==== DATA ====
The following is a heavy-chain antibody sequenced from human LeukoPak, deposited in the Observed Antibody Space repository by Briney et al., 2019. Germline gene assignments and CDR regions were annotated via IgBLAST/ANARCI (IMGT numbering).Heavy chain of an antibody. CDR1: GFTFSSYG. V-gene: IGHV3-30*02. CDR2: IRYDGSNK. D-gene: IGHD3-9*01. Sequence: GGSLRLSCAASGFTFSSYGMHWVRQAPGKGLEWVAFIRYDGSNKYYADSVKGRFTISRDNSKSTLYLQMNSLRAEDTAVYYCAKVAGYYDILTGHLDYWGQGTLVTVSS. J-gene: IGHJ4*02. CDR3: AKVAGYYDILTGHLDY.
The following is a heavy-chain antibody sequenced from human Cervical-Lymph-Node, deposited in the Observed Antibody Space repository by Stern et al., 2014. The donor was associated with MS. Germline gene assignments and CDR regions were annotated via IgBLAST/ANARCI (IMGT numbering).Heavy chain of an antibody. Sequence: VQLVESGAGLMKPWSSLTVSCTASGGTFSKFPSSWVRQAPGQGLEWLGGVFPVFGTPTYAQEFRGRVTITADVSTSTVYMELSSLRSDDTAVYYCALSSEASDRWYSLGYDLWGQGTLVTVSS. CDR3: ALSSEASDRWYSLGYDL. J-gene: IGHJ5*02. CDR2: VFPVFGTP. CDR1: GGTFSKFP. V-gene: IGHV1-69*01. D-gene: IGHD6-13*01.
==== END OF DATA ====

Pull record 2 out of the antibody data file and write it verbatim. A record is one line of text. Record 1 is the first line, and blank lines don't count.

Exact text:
The following is a heavy-chain antibody sequenced from human Cervical-Lymph-Node, deposited in the Observed Antibody Space repository by Stern et al., 2014. The donor was associated with MS. Germline gene assignments and CDR regions were annotated via IgBLAST/ANARCI (IMGT numbering).Heavy chain of an antibody. Sequence: VQLVESGAGLMKPWSSLTVSCTASGGTFSKFPSSWVRQAPGQGLEWLGGVFPVFGTPTYAQEFRGRVTITADVSTSTVYMELSSLRSDDTAVYYCALSSEASDRWYSLGYDLWGQGTLVTVSS. CDR3: ALSSEASDRWYSLGYDL. J-gene: IGHJ5*02. CDR2: VFPVFGTP. CDR1: GGTFSKFP. V-gene: IGHV1-69*01. D-gene: IGHD6-13*01.